Gas tax hike not in favor in Minn.

. MINNEAPOLIS (AP) – There’s more opposition than support for a new state gas tax to pay for transportation repairs, according to a new Star Tribune Minnesota Poll.

The poll found that 50 percent opposed raising the gas tax, while 46 percent were in favor. Even more respondents opposed a special session to deal with transportation problems in the wake of the Minneapolis bridge collapse, with 53 percent saying it was unnecessary.

Forty-two said they thought there should be a special session.

The poll surveyed 802 adults in Minnesota between Sept. 18 and 23. It has a margin of sampling error of 4 percentage points plus or minus.

It also found support for both Gov. Tim Pawlenty and the Democratic-led Legislature for their respective responses to the bridge collapse. Sixty-eight percent approved of Pawlenty’s response to the disaster, and 58 percent approved of the Legislature’s response.

At 20 cents on the gallon, Minnesota’s gas tax is among the lowest in the nation, and is likely to figure prominently in the debate over how to fund bridge and other transportation improvements. The debate has intensified since a revelation last week that replacing the Interstate 35W bridge will cost considerably more than early estimates, and will probably require a substantial infusion of state money.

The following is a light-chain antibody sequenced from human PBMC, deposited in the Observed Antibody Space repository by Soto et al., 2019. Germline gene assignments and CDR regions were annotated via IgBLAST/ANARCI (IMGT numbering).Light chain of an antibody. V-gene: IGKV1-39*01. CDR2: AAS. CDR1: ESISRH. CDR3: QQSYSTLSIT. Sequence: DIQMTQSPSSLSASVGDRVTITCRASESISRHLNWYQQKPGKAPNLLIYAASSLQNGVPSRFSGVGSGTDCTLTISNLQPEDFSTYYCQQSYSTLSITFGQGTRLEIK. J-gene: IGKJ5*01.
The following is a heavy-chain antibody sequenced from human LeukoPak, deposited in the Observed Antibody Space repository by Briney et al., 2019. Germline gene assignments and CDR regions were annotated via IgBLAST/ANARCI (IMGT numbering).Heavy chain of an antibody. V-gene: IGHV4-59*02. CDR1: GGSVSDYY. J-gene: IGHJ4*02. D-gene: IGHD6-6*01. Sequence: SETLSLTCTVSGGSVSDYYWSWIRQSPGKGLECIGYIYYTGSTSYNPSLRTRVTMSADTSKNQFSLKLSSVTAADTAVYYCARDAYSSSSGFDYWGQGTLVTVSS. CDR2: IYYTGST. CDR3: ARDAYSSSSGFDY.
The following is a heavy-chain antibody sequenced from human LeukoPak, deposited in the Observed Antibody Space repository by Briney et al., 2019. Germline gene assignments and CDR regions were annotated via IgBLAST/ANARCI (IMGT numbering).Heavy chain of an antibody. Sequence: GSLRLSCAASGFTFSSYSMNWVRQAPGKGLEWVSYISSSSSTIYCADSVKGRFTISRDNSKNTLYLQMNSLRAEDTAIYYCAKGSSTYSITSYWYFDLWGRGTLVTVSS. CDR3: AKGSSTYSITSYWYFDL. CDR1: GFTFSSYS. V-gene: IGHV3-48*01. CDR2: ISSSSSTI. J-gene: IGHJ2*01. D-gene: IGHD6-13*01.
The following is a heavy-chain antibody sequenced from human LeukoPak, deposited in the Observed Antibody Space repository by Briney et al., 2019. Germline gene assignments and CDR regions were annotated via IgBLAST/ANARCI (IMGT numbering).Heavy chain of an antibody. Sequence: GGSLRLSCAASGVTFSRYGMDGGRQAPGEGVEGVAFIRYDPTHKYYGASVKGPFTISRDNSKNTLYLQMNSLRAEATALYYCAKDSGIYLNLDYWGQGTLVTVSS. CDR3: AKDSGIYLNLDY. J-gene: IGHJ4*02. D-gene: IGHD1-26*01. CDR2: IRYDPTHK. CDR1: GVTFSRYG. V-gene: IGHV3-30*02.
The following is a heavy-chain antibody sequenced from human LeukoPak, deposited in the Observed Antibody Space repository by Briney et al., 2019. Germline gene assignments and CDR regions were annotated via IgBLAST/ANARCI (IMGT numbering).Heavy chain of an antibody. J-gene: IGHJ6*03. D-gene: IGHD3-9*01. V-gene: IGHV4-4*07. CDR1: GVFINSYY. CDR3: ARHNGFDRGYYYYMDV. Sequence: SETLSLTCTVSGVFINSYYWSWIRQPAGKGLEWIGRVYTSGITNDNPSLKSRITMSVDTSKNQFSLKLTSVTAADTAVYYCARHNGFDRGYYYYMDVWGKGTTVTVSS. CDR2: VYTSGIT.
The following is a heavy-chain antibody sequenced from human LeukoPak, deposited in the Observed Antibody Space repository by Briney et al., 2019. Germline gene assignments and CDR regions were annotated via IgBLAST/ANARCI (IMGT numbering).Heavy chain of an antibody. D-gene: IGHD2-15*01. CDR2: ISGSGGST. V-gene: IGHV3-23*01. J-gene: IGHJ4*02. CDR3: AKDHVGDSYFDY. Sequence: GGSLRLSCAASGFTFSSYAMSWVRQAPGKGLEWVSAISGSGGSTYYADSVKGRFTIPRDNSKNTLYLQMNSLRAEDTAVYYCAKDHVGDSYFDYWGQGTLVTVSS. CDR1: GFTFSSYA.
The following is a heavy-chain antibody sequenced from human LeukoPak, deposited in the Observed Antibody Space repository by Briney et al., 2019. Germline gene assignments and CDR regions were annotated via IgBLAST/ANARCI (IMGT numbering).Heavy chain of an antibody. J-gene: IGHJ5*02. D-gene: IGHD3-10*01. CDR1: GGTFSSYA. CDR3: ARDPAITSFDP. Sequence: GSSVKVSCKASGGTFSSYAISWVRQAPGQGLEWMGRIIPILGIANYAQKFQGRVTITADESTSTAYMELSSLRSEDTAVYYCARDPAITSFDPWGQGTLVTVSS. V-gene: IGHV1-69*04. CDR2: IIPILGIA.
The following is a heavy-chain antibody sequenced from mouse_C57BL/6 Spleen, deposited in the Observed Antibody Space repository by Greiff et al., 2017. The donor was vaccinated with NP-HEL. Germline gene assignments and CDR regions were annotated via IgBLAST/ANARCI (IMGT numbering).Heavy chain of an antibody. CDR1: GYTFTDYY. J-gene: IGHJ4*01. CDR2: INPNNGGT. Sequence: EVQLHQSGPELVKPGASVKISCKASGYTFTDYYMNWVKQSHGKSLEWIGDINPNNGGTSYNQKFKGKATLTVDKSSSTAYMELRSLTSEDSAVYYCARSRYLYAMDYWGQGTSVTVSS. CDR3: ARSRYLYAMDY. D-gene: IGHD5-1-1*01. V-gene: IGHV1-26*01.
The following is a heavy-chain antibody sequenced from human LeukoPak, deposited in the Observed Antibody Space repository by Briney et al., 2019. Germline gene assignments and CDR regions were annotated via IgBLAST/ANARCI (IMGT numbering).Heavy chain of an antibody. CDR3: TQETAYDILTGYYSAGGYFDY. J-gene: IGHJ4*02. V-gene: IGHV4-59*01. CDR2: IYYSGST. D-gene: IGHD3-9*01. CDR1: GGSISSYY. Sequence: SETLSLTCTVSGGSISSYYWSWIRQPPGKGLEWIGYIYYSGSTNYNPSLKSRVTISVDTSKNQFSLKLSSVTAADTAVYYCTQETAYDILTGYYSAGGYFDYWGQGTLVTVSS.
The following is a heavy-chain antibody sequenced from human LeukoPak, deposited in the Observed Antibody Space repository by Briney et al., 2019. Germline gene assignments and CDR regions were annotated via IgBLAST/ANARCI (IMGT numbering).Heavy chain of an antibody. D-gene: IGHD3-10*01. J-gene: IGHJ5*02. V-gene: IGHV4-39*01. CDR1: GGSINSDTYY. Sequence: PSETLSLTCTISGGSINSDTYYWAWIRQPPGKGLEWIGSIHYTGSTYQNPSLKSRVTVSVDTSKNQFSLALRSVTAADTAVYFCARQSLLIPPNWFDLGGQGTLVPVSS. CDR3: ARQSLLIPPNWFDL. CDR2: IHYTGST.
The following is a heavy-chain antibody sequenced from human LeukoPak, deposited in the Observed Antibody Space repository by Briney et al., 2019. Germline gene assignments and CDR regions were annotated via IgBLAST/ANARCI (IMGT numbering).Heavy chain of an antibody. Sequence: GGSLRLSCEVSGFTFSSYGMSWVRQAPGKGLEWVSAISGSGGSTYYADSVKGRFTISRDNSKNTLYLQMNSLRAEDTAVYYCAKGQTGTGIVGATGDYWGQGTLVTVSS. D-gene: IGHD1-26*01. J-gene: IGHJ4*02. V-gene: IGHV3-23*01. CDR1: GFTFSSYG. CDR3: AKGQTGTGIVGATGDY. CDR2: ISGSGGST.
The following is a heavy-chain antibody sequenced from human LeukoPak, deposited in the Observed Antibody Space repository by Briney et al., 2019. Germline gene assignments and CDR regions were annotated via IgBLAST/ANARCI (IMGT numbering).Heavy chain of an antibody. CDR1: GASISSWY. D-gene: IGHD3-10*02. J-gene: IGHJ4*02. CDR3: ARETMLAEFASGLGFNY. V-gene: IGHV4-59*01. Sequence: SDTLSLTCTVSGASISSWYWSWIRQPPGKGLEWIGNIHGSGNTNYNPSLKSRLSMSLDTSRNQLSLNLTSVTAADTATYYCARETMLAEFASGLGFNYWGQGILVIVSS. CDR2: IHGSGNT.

The poll asked if people would accept higher gasoline taxes “to pay for increased inspection and repair of bridges.” Responses varied most by education and party affiliation, with college graduates and Democrats more likely to support a gas tax increase.

The poll results surprised some transportation experts.

“I would have thought the bridge collapsing might have been a pretty good indicator that something needed to happen, but it’s still muddy waters,” said Lee Munnich, who specializes in transportation policy at the Humphrey Institute of Public Affairs.

He said politicians who support a gas tax hike haven’t yet made a persuasive case that routine but critical maintenance needs more money – and that it won’t all come from the federal government.

“I think a lot of the debate since the bridge collapsed has sort of left people thinking, ‘Well, maybe we’ve got enough money from the federal government, maybe we don’t need a gas tax increase,'” Munnich said.